Audubon Comments as Colorado River Named Nation’s Most Endangered

Audubon’s Western River Action Network Primed to Protect Endangered Waters

Colorado River
Jim Trodel
Published: Apr 17, 2013
New York, NY - 
Amidst dire news of continued severe drought throughout the West, American Rivers today announced its annual list of America's Most Endangered Rivers. Topping the list for 2013 was the Colorado River.

The National Audubon Society released the following statement:

"The Colorado River plays a crucial role in the arid West," said Peg Olsen, chief conservation officer for the National Audubon Society. "At risk is the drinking water for 36 million people, a $26 billion per year outdoor recreation economy, and habitat for threatened and endangered wildlife, including the Western Yellow-billed Cuckoo and Bell's Vireo."

The #1 ranked Colorado River is a textbook example of what happens when water is over allocated; in fact, it no longer reaches the sea. According to the Bureau of Reclamation's Colorado River Basin Water Supply and Demand Study (December 2012), there is not enough water in the Colorado River to meet the basin's current water demands, let alone support future demand increases. Scientists predict climate change will reduce the Colorado River's flow by 10 to 30 percent by 2050. 

The National Audubon Society this spring launched the Western Rivers Action Network to advocate for conservation actions that will increase river flow, enhance the health of the environment and restore valuable wetlands and forests throughout the Colorado River Basin.

"Audubon is engaging an active network of individuals to help protect our western rivers for the benefit of both people and birds," explained Olsen.

Audubon's Western Rivers Action Network (WRAN) hit the ground running this winter with a flurry of activity in state legislatures in New Mexico and Colorado and with outreach at events in Arizona. Audubon supporters were enlisted to ask their representatives to oppose legislation in Colorado that would allow spring runoff to be hoarded instead of increasing beneficial flows in the Colorado River. In New Mexico, Audubon helped defeat a proposed pipeline that would divert water from the free-flowing Gila River to other communities in southern NM. And in Arizona, Audubon laid groundwork to engage the WRAN in protecting priority bird habitat and conservation areas along the San Pedro and Verde rivers.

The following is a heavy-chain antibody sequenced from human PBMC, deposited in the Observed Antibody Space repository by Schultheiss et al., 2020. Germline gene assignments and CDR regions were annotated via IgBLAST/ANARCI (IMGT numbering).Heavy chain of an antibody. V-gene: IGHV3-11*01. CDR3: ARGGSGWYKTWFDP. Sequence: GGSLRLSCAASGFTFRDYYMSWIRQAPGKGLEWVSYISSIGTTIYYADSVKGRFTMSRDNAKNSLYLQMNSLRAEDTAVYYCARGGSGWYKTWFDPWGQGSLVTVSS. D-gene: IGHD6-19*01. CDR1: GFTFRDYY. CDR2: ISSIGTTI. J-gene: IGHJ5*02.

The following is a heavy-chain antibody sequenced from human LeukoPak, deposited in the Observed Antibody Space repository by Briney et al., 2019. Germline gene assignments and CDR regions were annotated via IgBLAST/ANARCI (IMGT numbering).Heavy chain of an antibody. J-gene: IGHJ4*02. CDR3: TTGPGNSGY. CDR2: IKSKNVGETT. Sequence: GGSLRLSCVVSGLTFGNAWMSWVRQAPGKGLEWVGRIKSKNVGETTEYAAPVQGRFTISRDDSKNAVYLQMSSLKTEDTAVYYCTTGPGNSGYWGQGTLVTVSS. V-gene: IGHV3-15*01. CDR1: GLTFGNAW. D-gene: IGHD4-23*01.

Those concerned can join Audubon's Western Rivers Action Network today and rise to this historic challenge to create healthier western rivers for the birds, wildlife and people. 

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The National Audubon Society saves birds and their habitats throughout the Americas using science, advocacy, education and on-the-ground conservation. Audubon's state programs, nature centers, chapters and partners have an unparalleled wingspan that reaches millions of people each year to inform, inspire and unite diverse communities in conservation action. Since 1905, Audubon's vision has been a world in which people and wildlife thrive. Audubon is a nonprofit conservation organization. Learn more at www.audubon.org and @audubonsociety.

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